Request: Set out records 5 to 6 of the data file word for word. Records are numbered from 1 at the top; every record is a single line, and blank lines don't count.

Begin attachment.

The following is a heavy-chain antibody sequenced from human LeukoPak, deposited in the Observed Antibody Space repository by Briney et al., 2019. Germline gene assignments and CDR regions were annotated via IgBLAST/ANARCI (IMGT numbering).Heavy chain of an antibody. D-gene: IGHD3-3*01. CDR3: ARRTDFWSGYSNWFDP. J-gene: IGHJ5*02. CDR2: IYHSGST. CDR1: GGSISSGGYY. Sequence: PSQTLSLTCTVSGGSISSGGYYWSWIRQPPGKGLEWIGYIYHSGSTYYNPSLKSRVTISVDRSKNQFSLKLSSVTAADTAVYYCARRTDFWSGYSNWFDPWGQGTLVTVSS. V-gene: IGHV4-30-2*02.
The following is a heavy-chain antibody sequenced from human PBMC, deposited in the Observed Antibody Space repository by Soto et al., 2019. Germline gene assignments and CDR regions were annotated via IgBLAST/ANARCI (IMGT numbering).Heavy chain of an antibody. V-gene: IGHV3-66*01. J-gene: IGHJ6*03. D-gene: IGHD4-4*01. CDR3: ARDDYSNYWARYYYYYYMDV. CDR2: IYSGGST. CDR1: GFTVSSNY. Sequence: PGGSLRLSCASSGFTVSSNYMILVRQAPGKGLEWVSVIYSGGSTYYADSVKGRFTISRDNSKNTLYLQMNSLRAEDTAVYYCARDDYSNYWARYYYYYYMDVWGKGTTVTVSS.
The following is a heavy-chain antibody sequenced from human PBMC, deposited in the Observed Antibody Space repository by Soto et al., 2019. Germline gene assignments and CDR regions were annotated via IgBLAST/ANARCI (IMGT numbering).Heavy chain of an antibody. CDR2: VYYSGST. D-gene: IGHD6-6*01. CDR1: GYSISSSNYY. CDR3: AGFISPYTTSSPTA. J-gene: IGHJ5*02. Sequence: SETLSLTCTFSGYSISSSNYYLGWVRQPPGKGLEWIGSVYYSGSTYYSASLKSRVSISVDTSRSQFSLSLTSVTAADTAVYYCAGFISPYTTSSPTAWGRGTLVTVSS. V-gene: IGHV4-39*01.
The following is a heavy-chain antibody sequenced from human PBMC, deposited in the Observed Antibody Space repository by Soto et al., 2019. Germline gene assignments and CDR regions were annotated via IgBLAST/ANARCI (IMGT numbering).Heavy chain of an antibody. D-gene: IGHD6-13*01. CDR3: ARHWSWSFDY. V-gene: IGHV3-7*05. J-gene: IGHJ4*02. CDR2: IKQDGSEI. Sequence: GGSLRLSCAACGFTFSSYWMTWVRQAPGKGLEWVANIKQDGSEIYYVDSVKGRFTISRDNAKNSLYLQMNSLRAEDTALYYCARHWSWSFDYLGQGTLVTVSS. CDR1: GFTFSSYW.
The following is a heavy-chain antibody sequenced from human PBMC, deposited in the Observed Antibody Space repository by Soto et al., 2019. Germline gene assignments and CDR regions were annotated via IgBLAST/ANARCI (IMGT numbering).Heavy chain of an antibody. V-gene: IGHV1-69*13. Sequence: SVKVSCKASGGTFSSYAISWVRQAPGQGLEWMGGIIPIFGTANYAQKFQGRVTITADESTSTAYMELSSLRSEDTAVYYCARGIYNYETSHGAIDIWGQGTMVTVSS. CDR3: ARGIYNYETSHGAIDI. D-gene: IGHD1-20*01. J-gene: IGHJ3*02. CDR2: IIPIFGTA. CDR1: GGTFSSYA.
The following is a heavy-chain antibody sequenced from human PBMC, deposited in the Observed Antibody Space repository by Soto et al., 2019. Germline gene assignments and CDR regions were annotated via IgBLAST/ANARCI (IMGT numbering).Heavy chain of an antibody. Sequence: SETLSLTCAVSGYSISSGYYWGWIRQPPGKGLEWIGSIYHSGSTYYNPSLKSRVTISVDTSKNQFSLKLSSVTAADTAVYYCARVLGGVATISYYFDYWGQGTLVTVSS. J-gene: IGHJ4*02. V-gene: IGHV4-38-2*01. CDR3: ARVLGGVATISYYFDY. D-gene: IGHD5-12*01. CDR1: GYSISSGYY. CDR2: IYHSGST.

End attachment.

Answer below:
The following is a heavy-chain antibody sequenced from human PBMC, deposited in the Observed Antibody Space repository by Soto et al., 2019. Germline gene assignments and CDR regions were annotated via IgBLAST/ANARCI (IMGT numbering).Heavy chain of an antibody. V-gene: IGHV1-69*13. Sequence: SVKVSCKASGGTFSSYAISWVRQAPGQGLEWMGGIIPIFGTANYAQKFQGRVTITADESTSTAYMELSSLRSEDTAVYYCARGIYNYETSHGAIDIWGQGTMVTVSS. CDR3: ARGIYNYETSHGAIDI. D-gene: IGHD1-20*01. J-gene: IGHJ3*02. CDR2: IIPIFGTA. CDR1: GGTFSSYA.
The following is a heavy-chain antibody sequenced from human PBMC, deposited in the Observed Antibody Space repository by Soto et al., 2019. Germline gene assignments and CDR regions were annotated via IgBLAST/ANARCI (IMGT numbering).Heavy chain of an antibody. Sequence: SETLSLTCAVSGYSISSGYYWGWIRQPPGKGLEWIGSIYHSGSTYYNPSLKSRVTISVDTSKNQFSLKLSSVTAADTAVYYCARVLGGVATISYYFDYWGQGTLVTVSS. J-gene: IGHJ4*02. V-gene: IGHV4-38-2*01. CDR3: ARVLGGVATISYYFDY. D-gene: IGHD5-12*01. CDR1: GYSISSGYY. CDR2: IYHSGST.